Health

A Top Trainer Breaks Down a Key Exercise for Building Bigger Triceps

In a new video on the Athlean-X channel, trainer Jeff Cavaliere C.S.C.S. shares one of his go-to exercises for training triceps—the pushdown—and explains why he favors the underhand grip when he performs this move. While he says that it’s widely accepted that it makes little difference overall to the triceps muscle whether your grip is pronated or supinated (overhand or underhand, respectively), Cavaliere points out that there can still be a couple of benefits to going underhand.

For example, keeping the elbow tucked tight and arm back when doing the pushdown means we’re going to get a fuller contraction on the long head of the triceps, compared to when the arm is out in front of the body and the elbow is drifting. “When you switch to an underhand grip, the elbow is going to get tighter, and when you go down into contraction, the elbow is going to be further back behind the body,” he says.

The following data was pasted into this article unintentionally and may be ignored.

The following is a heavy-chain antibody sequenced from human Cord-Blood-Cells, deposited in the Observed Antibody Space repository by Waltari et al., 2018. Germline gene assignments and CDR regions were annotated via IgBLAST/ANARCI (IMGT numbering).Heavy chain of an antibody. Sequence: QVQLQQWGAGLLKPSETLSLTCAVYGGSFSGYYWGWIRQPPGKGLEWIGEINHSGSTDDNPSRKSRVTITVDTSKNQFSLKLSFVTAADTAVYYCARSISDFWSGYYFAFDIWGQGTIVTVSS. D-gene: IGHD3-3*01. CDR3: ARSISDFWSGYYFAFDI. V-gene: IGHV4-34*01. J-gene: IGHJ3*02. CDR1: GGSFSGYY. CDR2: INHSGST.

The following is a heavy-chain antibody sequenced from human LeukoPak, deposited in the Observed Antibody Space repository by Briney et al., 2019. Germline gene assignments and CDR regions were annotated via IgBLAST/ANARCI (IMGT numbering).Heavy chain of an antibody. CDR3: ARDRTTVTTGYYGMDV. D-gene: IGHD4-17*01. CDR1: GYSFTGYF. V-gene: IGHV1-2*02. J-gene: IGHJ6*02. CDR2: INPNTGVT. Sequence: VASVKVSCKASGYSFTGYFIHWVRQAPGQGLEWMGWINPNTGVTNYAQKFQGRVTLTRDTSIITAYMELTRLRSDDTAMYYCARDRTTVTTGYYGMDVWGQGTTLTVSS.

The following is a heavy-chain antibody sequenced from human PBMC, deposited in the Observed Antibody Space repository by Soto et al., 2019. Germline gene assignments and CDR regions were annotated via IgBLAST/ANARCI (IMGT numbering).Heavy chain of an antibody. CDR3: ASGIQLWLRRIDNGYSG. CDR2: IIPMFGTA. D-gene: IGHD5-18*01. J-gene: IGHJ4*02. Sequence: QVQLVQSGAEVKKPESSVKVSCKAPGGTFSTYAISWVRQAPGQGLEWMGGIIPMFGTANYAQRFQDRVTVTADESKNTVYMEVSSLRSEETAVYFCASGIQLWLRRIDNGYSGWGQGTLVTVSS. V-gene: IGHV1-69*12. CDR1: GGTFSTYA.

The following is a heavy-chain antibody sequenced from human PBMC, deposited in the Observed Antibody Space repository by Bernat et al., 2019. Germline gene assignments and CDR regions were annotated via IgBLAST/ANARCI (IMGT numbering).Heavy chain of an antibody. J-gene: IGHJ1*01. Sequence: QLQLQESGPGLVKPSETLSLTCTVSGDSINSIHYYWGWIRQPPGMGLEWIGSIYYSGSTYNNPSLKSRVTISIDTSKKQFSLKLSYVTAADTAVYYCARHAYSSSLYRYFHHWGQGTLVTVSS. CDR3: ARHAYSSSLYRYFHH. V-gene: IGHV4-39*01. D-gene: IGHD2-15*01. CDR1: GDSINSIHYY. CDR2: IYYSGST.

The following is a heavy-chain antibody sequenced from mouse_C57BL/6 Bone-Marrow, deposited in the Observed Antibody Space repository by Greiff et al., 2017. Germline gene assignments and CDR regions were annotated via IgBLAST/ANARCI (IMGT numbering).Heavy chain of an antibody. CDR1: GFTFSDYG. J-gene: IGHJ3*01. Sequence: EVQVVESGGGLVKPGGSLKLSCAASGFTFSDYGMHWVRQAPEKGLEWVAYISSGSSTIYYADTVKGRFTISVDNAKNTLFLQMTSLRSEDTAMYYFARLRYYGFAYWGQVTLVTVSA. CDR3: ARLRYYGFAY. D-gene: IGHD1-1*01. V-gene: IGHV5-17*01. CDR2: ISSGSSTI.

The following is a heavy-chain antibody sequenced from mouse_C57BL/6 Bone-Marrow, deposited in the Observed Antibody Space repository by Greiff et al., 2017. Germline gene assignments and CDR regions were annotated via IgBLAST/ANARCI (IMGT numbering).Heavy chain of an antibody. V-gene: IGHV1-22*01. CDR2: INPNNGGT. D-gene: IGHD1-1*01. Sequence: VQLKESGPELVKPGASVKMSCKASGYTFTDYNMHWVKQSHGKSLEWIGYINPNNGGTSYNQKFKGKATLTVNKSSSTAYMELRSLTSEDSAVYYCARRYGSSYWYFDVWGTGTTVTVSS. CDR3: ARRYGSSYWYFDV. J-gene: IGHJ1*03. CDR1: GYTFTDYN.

“If there is a limitation to the underhand pushdown, it’s the fact that it can still be demanding on the wrists with the underhand grip,” he continues. One way to alleviate this, he recommends, is to opt for a pair of handles, grabbing the left in your right hand and vice-versa to perform an X-shaped pulldown variation. (If you don’t have a pulldown machine, the same effect can be achieved with bands on a pullup bar or some other high anchor point.)

Additionally, when we perform the pushdown with an overhand grip, Cavaliere explains, we’re also recruiting muscles in the chest and shoulders to help do some of the work. That’s not exactly the goal, since ideally the goal of the pushdown to to totally isolate the triceps muscle without assistance.

Importantly, Cavaliere is clear that your triceps training needs more than just this one exercise. The pushdown is only one of an arsenal of compound movements to load the muscle. “You all should be doing the tricep close-grip bench press, tricep weighted dips, skullcrushers. That makes the overhand grip redundant,” he says. “If you want to introduce new stress, you go underhand, and account for the things that are lacking from your overhand-dominant, pushdown-based tricep training routine.”

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